Travelling North

by David Williamson

Directed by Jim Williams

November 1986

A moving homage to age and the old radicals who changed the course of our history. Soon after Frank and Frances desert their former lives for a northerly bohemian retreat, Frank’s mortality asserts itself.

This David Williamson play, premiered in 1979, the year that Williamson moved from Melbourne to Sydney. Williamson says the inspiration for the play came soon after he met his second wife Kristin and she took him up to the Central Coast of New South Wales to visit her mother Hope. Hope had recently remarried an older man called Wilkie.

Williamson: “There was more than a little hint of disapproval from her two daughters about the new liaison, which I used in the play, but I found them an inspiring couple. Wilkie was a ferociously intelligent man, a former electrical engineer and ex-communist with pronounced opinions on just about everything. Hope was gentler but with a wonderful quality of perception and understanding. They both impressed me and, some years later, the image of them both living in a verdant, sunlit subtropical paradise re-entered my mind and became Travelling North. In fact, by the time I wrote it, Wilkie had died. I asked Hope whether I could write the play and she trusted me and was most cooperative. She told me anecdotes about a busybody neighbour who had annoyed the hell out of Wilkie and a long-suffering doctor who had to answer Wilkie’s probing questions about the quality of treatment he was delivering. These characters found their way into the story. I think Hope genuinely liked the play, but my wife Kristin and her sister were a little less enthusiastic, particularly when Frank, in the play, refers to them as “Goneril and Regan””.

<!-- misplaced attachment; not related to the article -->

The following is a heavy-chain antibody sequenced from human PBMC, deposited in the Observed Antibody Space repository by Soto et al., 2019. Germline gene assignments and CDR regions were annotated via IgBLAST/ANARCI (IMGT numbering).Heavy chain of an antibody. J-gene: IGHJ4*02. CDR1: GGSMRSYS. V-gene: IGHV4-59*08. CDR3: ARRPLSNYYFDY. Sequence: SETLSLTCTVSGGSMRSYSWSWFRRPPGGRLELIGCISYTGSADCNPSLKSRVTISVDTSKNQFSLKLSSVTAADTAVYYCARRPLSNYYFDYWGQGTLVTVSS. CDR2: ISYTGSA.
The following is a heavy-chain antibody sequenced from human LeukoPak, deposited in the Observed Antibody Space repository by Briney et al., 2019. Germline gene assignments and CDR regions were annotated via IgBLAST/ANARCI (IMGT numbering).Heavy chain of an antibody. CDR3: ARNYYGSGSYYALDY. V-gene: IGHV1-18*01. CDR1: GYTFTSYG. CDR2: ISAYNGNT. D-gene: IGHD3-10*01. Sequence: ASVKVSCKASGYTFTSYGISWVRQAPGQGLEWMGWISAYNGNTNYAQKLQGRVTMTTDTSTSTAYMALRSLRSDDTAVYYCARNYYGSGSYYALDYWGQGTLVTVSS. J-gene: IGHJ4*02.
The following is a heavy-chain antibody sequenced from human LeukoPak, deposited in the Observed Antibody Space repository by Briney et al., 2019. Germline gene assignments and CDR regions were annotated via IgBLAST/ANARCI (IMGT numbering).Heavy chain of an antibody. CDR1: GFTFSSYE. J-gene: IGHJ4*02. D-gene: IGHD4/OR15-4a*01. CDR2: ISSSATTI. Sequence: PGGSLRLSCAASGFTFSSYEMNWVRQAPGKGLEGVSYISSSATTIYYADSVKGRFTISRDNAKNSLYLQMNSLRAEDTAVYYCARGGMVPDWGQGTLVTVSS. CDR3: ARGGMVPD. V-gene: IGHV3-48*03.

“This play was not to do with me, and there was no ‘me’ character in it,” he later said. “It was a dispassionate – hopefully – observation of a journey we all must make. I tried to make it as truthful, emotionally, as I could.”

From Earth to Heaven

Dark Out There

by Bec Robinson

Directed by Richard Everingham

The Education of Meg

by Joan Hornby

Directed by Jim Rose

Four Queens Wait for Henry

by L Du Garde Peach

Directed by Barbara Hosie

July 1986

Inherit The Wind

by Jerome Lawrence

April 1986

Inherit the Wind is a fictionalized account of the 1925 Scopes “Monkey” Trial, which resulted in John T. Scopes’ conviction for teaching Charles Darwin’s theory of evolution to a high school science class, contrary to a Tennesse estate law. The role of Matthew Harrison Brady is intended to reflect the personality and beliefs of William Jennings Bryan, while that of Henry Drummond is intended to be similar to that of Clarence Darrow. Bryan and Darrow, formerly close friends, opposed one another at the Scopes trial. The character of E. K. Hornbeck is modelled on that of H. L. Mencken, who covered the trial for The Baltimore Sun, and the character of Bertram Cates corresponds to Scopes. However, the playwrights state in a note at the opening of the play that it is not meant to be a historical account, and there are numerous instances where events were substantially altered or invented. For instance, the characters of the preacher and his daughter were fictional, the townspeople were not hostile towards those who had come to Dayton for the trial, and Bryan offered to pay Scopes’ fine if he was convicted. Bryan did die shortly after the trial, but it happened five days later in his sleep.  Political commentator Steve Benen said of the play’s inaccuracies: “Scopes issued no plea for empathy, there was no fiancee and the real Scopes was never arrested. In fact, the popular film that was nominated for four Academy Awards and has helped shape the American understanding of the ‘Scopes Monkey Trial’ for decades is an inadequate reflection of history.” Lawrence explained in a 1996 interview that the drama’s purpose was to criticize the then-current state of McCarthyism. The play was also intended to defend intellectual freedom. According to Lawrence, “we used the teaching of evolution as a parable, a metaphor for any kind of mind control […] It’s not about science versus religion. It’s about the right to think.”


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